Authors Note: So, this is it: the end; the culmination of almost a year of writing. This is officially the longest work I've written and actually completed in ten years. Thank you to everyone who has read and reviewed at any point and time in this story.
I want to especially thank Jenilee. You have been my most constant supporter & reviewer. Your reviews are always wonderful and detailed, and I can honestly say that this story would never have been finished if it weren't for you. Thank you!
I hope everyone enjoys this final part, and has enjoyed the journey.
Remember: Reviews = love
Any and all mistakes/ typos are mine.
Disclaimer: I own none of the rights to Supernatural or its characters. I'm just playing in someone else's sandbox.
Redemption: Part Ten: The Road Goes Ever On
Sam's hospital room was the white of all hospital rooms, and smelled like the rest of the building: disinfectant and decay. Dean took comfort in the constant beeps from the heart monitor. Sam was so still in the bed that the sound was the only thing keeping him from checking his brother's pulse every other minute.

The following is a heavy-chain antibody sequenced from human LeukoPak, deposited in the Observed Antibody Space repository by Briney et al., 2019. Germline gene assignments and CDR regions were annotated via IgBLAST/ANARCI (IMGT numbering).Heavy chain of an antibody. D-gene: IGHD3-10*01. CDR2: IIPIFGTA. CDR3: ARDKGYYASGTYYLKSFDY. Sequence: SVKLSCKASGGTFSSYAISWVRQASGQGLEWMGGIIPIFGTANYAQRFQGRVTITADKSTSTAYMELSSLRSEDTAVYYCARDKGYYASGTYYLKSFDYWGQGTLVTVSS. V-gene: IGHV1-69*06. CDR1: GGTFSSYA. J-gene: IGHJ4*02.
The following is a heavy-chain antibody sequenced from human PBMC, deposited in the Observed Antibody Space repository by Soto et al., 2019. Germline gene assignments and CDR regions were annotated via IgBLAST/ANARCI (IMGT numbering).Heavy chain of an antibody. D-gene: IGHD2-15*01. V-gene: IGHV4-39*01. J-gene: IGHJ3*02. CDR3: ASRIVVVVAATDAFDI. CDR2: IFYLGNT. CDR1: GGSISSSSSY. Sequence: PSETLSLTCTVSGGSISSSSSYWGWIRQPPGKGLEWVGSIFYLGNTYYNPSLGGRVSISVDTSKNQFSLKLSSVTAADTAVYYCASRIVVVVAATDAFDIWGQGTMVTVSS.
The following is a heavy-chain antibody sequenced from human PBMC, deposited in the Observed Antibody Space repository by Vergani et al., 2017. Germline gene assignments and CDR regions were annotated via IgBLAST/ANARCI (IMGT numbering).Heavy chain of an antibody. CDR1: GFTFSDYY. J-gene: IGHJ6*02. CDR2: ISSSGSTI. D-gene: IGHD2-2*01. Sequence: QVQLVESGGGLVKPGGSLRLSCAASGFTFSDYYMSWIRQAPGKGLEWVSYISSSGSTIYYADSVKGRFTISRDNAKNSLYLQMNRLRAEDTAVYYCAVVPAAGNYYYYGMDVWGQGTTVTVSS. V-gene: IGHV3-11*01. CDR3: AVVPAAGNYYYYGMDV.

Everything about the room felt uncomfortable; the chair Dean sat in was just a little too hard, the starched sheets too unwrinkled, and the tile floors without a scratch. Sam would approve, Dean thought, but it was driving him mad. He wanted to muss the sheets and leave black marks on the floor. Maybe spill coffee over all the pristine whiteness: some dark stain to hint at the true nature of the world.
Dean's eyes rested on Sam. His brother was too pale, too still, hooked into too many machines. Dean wanted to shake him awake, make Sam prove he was okay, that he hadn't slipped further away into his own mind like the words "possible brain damage" suggested.
"Dean, don't even think about it," Bobby said from the doorway.
Snapping out of his thoughts, Dean looked at his hand placed on Sam's shoulder and blinked. He didn't remember moving. "I wasn't going to," he lied.
Bobby rolled his eyes and handed him a paper cup filled with something that looked more like tar than coffee. Dean sipped it cautiously.